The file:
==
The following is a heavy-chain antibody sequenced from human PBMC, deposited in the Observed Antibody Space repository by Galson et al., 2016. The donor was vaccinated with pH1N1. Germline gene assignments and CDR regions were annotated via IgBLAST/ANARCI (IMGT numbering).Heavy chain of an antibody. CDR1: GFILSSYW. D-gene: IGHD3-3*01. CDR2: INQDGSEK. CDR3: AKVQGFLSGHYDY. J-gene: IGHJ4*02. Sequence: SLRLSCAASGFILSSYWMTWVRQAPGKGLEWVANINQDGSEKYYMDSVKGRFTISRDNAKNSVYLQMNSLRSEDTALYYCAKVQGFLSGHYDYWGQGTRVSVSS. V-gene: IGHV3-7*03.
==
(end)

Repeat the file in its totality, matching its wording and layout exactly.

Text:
The following is a heavy-chain antibody sequenced from human PBMC, deposited in the Observed Antibody Space repository by Galson et al., 2016. The donor was vaccinated with pH1N1. Germline gene assignments and CDR regions were annotated via IgBLAST/ANARCI (IMGT numbering).Heavy chain of an antibody. CDR1: GFILSSYW. D-gene: IGHD3-3*01. CDR2: INQDGSEK. CDR3: AKVQGFLSGHYDY. J-gene: IGHJ4*02. Sequence: SLRLSCAASGFILSSYWMTWVRQAPGKGLEWVANINQDGSEKYYMDSVKGRFTISRDNAKNSVYLQMNSLRSEDTALYYCAKVQGFLSGHYDYWGQGTRVSVSS. V-gene: IGHV3-7*03.